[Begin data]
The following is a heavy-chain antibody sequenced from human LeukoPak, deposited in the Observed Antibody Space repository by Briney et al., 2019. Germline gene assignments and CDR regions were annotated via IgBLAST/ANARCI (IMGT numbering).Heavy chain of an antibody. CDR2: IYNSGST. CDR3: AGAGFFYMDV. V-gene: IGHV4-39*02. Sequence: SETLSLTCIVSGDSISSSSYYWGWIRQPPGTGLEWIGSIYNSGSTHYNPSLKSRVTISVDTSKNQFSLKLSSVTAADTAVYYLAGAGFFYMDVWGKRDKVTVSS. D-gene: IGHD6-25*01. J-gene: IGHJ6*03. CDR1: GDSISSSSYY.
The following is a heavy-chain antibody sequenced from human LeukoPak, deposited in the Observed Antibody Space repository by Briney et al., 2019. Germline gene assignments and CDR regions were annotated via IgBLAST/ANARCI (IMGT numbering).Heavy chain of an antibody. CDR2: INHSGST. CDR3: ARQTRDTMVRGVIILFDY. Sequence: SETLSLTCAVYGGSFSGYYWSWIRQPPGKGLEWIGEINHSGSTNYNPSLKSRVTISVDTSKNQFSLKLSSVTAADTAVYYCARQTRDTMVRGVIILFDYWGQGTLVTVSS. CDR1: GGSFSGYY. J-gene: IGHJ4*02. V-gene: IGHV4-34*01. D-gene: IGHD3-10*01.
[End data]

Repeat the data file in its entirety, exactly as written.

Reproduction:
The following is a heavy-chain antibody sequenced from human LeukoPak, deposited in the Observed Antibody Space repository by Briney et al., 2019. Germline gene assignments and CDR regions were annotated via IgBLAST/ANARCI (IMGT numbering).Heavy chain of an antibody. CDR2: IYNSGST. CDR3: AGAGFFYMDV. V-gene: IGHV4-39*02. Sequence: SETLSLTCIVSGDSISSSSYYWGWIRQPPGTGLEWIGSIYNSGSTHYNPSLKSRVTISVDTSKNQFSLKLSSVTAADTAVYYLAGAGFFYMDVWGKRDKVTVSS. D-gene: IGHD6-25*01. J-gene: IGHJ6*03. CDR1: GDSISSSSYY.
The following is a heavy-chain antibody sequenced from human LeukoPak, deposited in the Observed Antibody Space repository by Briney et al., 2019. Germline gene assignments and CDR regions were annotated via IgBLAST/ANARCI (IMGT numbering).Heavy chain of an antibody. CDR2: INHSGST. CDR3: ARQTRDTMVRGVIILFDY. Sequence: SETLSLTCAVYGGSFSGYYWSWIRQPPGKGLEWIGEINHSGSTNYNPSLKSRVTISVDTSKNQFSLKLSSVTAADTAVYYCARQTRDTMVRGVIILFDYWGQGTLVTVSS. CDR1: GGSFSGYY. J-gene: IGHJ4*02. V-gene: IGHV4-34*01. D-gene: IGHD3-10*01.